St. Louis 'average' when it comes to economic mobility, Pew study finds | St. Louis Public Radio

St. Louis 'average' when it comes to economic mobility, Pew study finds

Dec 4, 2013

This article first appeared in the St. Louis Beacon, Dec. 4, 2013 - St. Louis ranks with U.S. cities that are average in terms of economic mobility, according to a report released Wednesday by Pew Research.

The report notes that economic mobility varies widely in the nation’s metro areas but stressed the impact that local communities have in determining the prospects of mobility for residents.

Researchers analyzed 96 cities and found lower economic mobility in those metro areas with distinct pockets of concentrated wealth and poverty. Economic mobility was highest in in metro areas where residents are more economically integrated. They also found that rates of neighborhood economic segregation have increased over time.

Above-average cities included: Boston; Denver; Houston; Minneapolis-St. Paul; San Diego.

Average cities include: St. Louis; Birmingham, Ala.; Chicago; Columbus, Ohio; Dallas-Fort Worth; Detroit; Indianapolis; Los Angeles, Miami; Philadelphia; Pittsburgh; San Francisco.

Below-average cities include: Atlanta; Cleveland; New York; Tampa, Fla.; Washington, D.C.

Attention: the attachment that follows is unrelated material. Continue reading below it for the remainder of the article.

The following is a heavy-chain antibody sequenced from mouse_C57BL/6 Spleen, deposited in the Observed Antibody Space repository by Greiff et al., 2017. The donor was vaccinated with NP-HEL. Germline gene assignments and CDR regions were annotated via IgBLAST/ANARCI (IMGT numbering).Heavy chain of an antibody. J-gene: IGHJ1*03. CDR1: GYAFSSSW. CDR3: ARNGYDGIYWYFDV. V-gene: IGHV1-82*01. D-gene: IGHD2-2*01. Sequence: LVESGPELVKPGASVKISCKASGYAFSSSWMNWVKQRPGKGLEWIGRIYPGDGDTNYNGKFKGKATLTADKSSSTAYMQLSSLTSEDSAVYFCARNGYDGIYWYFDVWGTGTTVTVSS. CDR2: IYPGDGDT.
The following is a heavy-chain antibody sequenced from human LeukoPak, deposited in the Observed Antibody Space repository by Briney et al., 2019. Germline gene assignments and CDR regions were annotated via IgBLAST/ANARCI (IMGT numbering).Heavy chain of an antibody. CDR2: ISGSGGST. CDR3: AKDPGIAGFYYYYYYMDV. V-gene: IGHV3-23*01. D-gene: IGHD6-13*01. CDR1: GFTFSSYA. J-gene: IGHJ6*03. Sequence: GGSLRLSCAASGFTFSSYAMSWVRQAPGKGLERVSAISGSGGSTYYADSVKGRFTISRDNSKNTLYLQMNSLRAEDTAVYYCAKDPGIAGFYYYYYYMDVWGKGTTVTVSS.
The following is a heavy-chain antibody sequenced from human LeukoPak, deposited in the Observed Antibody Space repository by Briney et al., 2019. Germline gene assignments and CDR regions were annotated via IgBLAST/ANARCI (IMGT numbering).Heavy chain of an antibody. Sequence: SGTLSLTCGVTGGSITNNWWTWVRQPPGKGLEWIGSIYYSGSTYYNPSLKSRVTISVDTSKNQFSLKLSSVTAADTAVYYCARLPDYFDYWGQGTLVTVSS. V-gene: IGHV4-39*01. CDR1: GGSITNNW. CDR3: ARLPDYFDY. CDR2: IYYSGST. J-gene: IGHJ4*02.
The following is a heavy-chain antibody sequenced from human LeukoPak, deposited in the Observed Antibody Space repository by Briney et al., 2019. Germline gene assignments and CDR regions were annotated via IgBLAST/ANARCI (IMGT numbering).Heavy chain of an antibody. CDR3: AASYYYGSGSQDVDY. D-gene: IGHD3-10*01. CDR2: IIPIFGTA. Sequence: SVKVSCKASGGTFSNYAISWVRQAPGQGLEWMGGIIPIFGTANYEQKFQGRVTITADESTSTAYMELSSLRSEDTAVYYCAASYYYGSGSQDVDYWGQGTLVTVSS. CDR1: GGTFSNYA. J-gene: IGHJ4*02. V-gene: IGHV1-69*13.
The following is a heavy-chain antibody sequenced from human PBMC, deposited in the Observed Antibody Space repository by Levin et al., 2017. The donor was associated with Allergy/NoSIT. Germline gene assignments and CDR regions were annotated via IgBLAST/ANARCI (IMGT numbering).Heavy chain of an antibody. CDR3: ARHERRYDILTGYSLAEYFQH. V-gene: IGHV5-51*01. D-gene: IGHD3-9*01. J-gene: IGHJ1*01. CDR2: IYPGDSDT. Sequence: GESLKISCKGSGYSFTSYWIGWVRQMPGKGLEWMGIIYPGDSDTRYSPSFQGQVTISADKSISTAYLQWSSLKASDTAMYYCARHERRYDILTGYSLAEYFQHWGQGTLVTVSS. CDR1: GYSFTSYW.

The report, "Mobility and the Metropolis: How Communities Factor Into Economic Mobility,” used national economic data to analyze how opportunities for mobility are affected when the poor and wealthy live apart from one another. Research was done by Patrick Sharkey, associate professor of sociology at New York University, and Bryan Graham, associate professor of economics at the University of California, Berkeley.

"Place matters a great deal for economic mobility, and efforts to create more economic integration at the neighborhood level could promote opportunity in America,’’ said Diana Elliott, Pew research officer.

She emphasized that income inequality is not the driving factor.

"Even in those places that have large differences in the incomes between the richest and poorest households it’s the degree to which their neighborhoods are economically segregated that matters more for economic mobility,’’ she said.

The complete report is available on the Pew website.